As you know by now, watches can do a heck of a lot more than just tell the time. Thanks to massive leaps in technology during the 20th century, watches became indispensable tools for some of the most daring and dangerous adventures on earth.
Despite some efforts dating as far back as the 17th century, a truly water resistant dive watch would not make it to market until the debut of the Rolex Oyster in 1926.
It’s pretty amazing how technical innovations can make the once impossible possible.
Let’s do a quick recap of how dive watches work and what you need to know to get the most out of them:
Without water resistance, a dive watch is like any regular timepiece. When looking at the specifications of a watch, you can tell just how water resistant it is based on its ATM number.
Rather than something you punch in to conveniently withdraw cash, an ATM number references the number of ‘atmospheres’ a watch can withstand while submerged. While it’s a fancy sounding measure of water pressure and resistance, it’s actually pretty easy to understand.
1 ATM is the normal pressure at sea level, which means the watch can withstand up to 10x the sea level pressure without any water getting in. In other words, 1 ATM is roughly equal to 10 meters of water resistance. 10 ATM would mean a cap of 100 meters, and so on.
Some brands will eschew the ATM rating and simply display the meterage of water resistance.
One thing to keep in mind is that movement in water exerts much more pressure than staying still, so something as basic as goofing around in the shallow end of the pool might give the strain of being at 2 or 3 ATM despite not diving meters below.
This is important to remember when planning ahead and calculating just how much water activity your dive watch can withstand.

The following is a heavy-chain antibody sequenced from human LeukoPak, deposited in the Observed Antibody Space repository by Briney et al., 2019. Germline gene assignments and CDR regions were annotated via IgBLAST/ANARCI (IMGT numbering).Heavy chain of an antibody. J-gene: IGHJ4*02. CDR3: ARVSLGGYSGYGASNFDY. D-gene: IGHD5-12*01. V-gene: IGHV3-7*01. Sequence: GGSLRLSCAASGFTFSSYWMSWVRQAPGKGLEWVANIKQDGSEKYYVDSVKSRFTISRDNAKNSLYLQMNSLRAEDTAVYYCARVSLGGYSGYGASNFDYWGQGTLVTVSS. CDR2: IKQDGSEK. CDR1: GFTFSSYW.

Spin the Bezel
The rotating bezel is a huge benefit for deep sea divers in particular, as it allows you to track how much time you’ve been underwater and know when it’s time to head back up.
All it takes is setting the bezel to the minute hand. Once you’ve done that, you have a point of reference for how much time has passed, and you can act accordingly. Most bezels have indices in increments of 15 minutes, but it’s always good to double check before setting it and taking the plunge.
A dive watch’s helium release valve sounds intense, but serves a very basic purpose. Because pressure changes so much as you dive deeper below the surface, you want to make sure your watch is prepared to acclimate to the changing surroundings.
By injecting helium into the dive watch, you can swim with assurance that it will continue to perform at your deepest point. Once you’re ready to ascend, you can then unscrew the one-way valve as you go back to the surface. What this does is release that injected helium as pressure changes so as to avoid and leaks or damage.
The Screw Down Crown
Last but not least, the screw down crown is an excellent and common dive watch feature that ensures an extra level of protective water resistance. This type of crown creates an airtight atmosphere within the watch, preventing leaks with great success.
If there’s one catch, it’s the need to remember to screw the crown back in tightly after you unscrew it for any reason.